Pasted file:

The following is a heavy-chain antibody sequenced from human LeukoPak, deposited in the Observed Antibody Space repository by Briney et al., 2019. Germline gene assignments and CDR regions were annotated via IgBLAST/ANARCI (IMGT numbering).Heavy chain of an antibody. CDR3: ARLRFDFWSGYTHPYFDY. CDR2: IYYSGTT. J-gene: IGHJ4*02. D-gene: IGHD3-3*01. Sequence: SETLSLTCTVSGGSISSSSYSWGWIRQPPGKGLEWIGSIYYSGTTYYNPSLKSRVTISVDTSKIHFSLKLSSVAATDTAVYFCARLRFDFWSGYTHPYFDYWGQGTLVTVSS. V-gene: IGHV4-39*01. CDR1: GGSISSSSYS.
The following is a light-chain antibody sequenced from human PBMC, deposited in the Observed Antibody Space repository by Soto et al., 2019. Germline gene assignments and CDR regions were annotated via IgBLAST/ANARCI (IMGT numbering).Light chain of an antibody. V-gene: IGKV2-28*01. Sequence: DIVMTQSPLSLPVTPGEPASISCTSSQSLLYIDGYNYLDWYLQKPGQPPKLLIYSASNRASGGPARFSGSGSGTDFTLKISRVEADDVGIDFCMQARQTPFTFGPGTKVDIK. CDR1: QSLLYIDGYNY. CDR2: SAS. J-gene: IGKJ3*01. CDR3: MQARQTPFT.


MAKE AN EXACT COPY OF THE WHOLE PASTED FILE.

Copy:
The following is a heavy-chain antibody sequenced from human LeukoPak, deposited in the Observed Antibody Space repository by Briney et al., 2019. Germline gene assignments and CDR regions were annotated via IgBLAST/ANARCI (IMGT numbering).Heavy chain of an antibody. CDR3: ARLRFDFWSGYTHPYFDY. CDR2: IYYSGTT. J-gene: IGHJ4*02. D-gene: IGHD3-3*01. Sequence: SETLSLTCTVSGGSISSSSYSWGWIRQPPGKGLEWIGSIYYSGTTYYNPSLKSRVTISVDTSKIHFSLKLSSVAATDTAVYFCARLRFDFWSGYTHPYFDYWGQGTLVTVSS. V-gene: IGHV4-39*01. CDR1: GGSISSSSYS.
The following is a light-chain antibody sequenced from human PBMC, deposited in the Observed Antibody Space repository by Soto et al., 2019. Germline gene assignments and CDR regions were annotated via IgBLAST/ANARCI (IMGT numbering).Light chain of an antibody. V-gene: IGKV2-28*01. Sequence: DIVMTQSPLSLPVTPGEPASISCTSSQSLLYIDGYNYLDWYLQKPGQPPKLLIYSASNRASGGPARFSGSGSGTDFTLKISRVEADDVGIDFCMQARQTPFTFGPGTKVDIK. CDR1: QSLLYIDGYNY. CDR2: SAS. J-gene: IGKJ3*01. CDR3: MQARQTPFT.